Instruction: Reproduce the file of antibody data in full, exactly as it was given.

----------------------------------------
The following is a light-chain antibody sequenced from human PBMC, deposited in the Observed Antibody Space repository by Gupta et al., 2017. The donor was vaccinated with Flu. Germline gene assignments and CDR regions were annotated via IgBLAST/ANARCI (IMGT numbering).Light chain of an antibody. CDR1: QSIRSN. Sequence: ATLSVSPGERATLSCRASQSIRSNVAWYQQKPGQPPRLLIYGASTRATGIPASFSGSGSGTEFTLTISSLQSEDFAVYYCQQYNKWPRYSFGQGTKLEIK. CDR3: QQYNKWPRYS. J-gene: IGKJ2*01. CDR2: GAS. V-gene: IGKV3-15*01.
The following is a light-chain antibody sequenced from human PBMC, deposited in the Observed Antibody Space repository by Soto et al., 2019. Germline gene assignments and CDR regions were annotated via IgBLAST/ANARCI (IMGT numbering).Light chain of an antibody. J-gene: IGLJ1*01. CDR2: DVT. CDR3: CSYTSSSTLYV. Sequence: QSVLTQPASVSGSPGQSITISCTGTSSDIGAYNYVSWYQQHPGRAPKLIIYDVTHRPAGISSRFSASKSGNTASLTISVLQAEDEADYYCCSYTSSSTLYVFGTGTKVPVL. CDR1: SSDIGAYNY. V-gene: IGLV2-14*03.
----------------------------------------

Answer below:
The following is a light-chain antibody sequenced from human PBMC, deposited in the Observed Antibody Space repository by Gupta et al., 2017. The donor was vaccinated with Flu. Germline gene assignments and CDR regions were annotated via IgBLAST/ANARCI (IMGT numbering).Light chain of an antibody. CDR1: QSIRSN. Sequence: ATLSVSPGERATLSCRASQSIRSNVAWYQQKPGQPPRLLIYGASTRATGIPASFSGSGSGTEFTLTISSLQSEDFAVYYCQQYNKWPRYSFGQGTKLEIK. CDR3: QQYNKWPRYS. J-gene: IGKJ2*01. CDR2: GAS. V-gene: IGKV3-15*01.
The following is a light-chain antibody sequenced from human PBMC, deposited in the Observed Antibody Space repository by Soto et al., 2019. Germline gene assignments and CDR regions were annotated via IgBLAST/ANARCI (IMGT numbering).Light chain of an antibody. J-gene: IGLJ1*01. CDR2: DVT. CDR3: CSYTSSSTLYV. Sequence: QSVLTQPASVSGSPGQSITISCTGTSSDIGAYNYVSWYQQHPGRAPKLIIYDVTHRPAGISSRFSASKSGNTASLTISVLQAEDEADYYCCSYTSSSTLYVFGTGTKVPVL. CDR1: SSDIGAYNY. V-gene: IGLV2-14*03.